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I am trying to make an implementation using MPI and Fortran that separates processes wich are on the same node to groups. Does MPI have a routine that can identify that?

I had the idea of separating these processes by their hostnames, that are the same on the nodes of the machine I am using. But I don't know if it is general for all clusters.

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You probably want to check out MPI_COMM_SPLIT_TYPE. It will allow you to split an existing communicator based on the split_type you pass in as a parameter:

int MPI_Comm_split_type(MPI_Comm comm, int split_type, int key,
                        MPI_Info info, MPI_Comm *newcomm)

Right now, the only split_type is MPI_COMM_TYPE_SHARED, defined in the standard as:

This type splits the communicator into subcommunicators, each of which can create a shared memory region.

This is usually the same thing as what you're asking, but you'll have to double check that it's true on your machine.

The other thing you need to know is that this is a new function in MPI-3 so it might not be available in all implementations of MPI. I know that it's available for MPICH and it's derivatives. AFAIK, it's not available in the last release of Open MPI. So make sure you have a version of MPI that actually supports it.

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Wesley, thank you. It's a shame that this is not avaiable for Open MPI. Although, let me make an example to see if I understood how this split type_ works. Supose I have 32 processes on 4 8-core nodes. My intention is to create 4 groups of 8 cores, based on shared memory processes that are on the same node. I could use MPI_Comm_split_type. Using this i could'nt, for example, create 8 groups of 4 (putting 2 groups in each node), could I? – Matheus Lara Aug 8 '13 at 17:28
    
Yes, you can do that. If you want to make 8 groups of 4 where each group is local to a node, you'll need to use the key parameter so that half of the processes contribute one key and the other half contribute a different key. This has been the behavior of the existing call MPI_COMM_SPLIT so there should be plenty of tutorials out there for you to follow. You'll just need to add a bit for the new type additions. – Wesley Bland Aug 8 '13 at 18:50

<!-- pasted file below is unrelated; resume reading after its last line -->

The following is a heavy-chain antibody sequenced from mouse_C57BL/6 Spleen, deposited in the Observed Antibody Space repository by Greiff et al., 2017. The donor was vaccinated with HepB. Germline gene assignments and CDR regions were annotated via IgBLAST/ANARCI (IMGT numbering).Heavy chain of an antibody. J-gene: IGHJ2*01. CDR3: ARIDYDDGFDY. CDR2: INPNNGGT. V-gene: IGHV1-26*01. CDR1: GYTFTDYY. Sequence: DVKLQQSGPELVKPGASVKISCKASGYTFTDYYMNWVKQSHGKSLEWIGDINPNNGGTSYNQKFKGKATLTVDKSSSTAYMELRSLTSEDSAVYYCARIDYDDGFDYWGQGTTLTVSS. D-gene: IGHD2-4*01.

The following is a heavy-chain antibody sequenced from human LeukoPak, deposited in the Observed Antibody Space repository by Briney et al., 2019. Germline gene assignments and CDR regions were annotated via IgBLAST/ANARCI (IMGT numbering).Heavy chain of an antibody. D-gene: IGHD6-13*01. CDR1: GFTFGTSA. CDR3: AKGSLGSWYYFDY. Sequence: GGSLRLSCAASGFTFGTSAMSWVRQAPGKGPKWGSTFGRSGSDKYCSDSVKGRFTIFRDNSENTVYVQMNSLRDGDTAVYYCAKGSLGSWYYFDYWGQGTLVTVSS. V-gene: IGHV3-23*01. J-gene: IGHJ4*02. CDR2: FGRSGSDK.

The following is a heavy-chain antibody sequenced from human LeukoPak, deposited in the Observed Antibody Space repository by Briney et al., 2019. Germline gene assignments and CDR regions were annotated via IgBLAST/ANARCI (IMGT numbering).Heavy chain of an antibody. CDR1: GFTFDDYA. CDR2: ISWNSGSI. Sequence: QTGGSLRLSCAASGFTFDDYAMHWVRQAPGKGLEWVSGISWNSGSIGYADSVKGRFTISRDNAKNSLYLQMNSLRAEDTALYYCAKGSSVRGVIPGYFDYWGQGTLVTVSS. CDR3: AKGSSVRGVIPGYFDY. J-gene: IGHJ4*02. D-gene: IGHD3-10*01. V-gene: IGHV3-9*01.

OpenMPI sets environment variables OMPI_COMM_WORLD_LOCAL_RANK and OMPI_COMM_WORLD_LOCAL_SIZE that you can use to find out how many processes share a node ("local size"). – Erik Schnetter May 8 '15 at 2:41
    
I'm pretty sure that you can use this function now in Open MPI too. – Wesley Bland May 8 '15 at 3:00
    
You can use it with Open MPI 1.8.x. Things have improved since 2013 :) – Hristo Iliev May 8 '15 at 6:04

I've implemented similar split function for systems whose environment does not provide MPI 3.0 and it works quite well on several clusters. It uses MPI_GET_PROCESSOR_NAME and relies on the fact that most cluster MPI implementations return the FQDN of the node as a result - tested with Open MPI and Intel MPI (which is based on MPICH, therefore similar behaviour is to be expected with other MPICH derivatives). In pseudocode it works like this:

rank := MPI_COMM_RANK(communicator)
prev_rank := rank - 1; IF (prev_rank < 0) prev_rank := MPI_PROC_NULL
next_rank := rank + 1; IF (next_rank >= num_procs) next_rank := MPI_PROC_NULL

proc_name := MPI_GET_PROCESSOR_NAME

list := MPI_RECV(from prev_rank)
IF (list does not contain proc_name) THEN
   list := list + proc_name
END IF

colour := index of proc_name in list
key := rank

MPI_SEND(list to next_rank)

MPI_COMM_SPLIT(communicator, colour, key, newcomm)

This code basically builds a list of unique MPI processor names (host names) and each process uses the position of its MPI processor name in this list as colour for the usual split function. In my C implementation of the algorithm the list is simply a string - concatenation of all items with a zero byte as a separator. In Fortran one could use any symbol that would not be normally allowed in a host name, e.g. ;. Then the string is simply passed along as an array of MPI_CHAR (C) or MPI_CHARACTER (Fortran).

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This mechanism works on all machines I've encountered except a Blue Gene/Q. There, the processor name includes the core number inside a node. You can construct your own processor name like this: <bitbucket.org/cactuscode/cactusutils/src/…; – Erik Schnetter May 8 '15 at 2:37
    
On the BG/Q, processes cannot migrate between the cores, therefore it makes perfect sense to include the core ID in the processor name. What about Cray? I haven't had the chance to use one in quite some time. – Hristo Iliev May 8 '15 at 6:15
    
The Crays I've used behave like Linux. – Erik Schnetter May 9 '15 at 13:13

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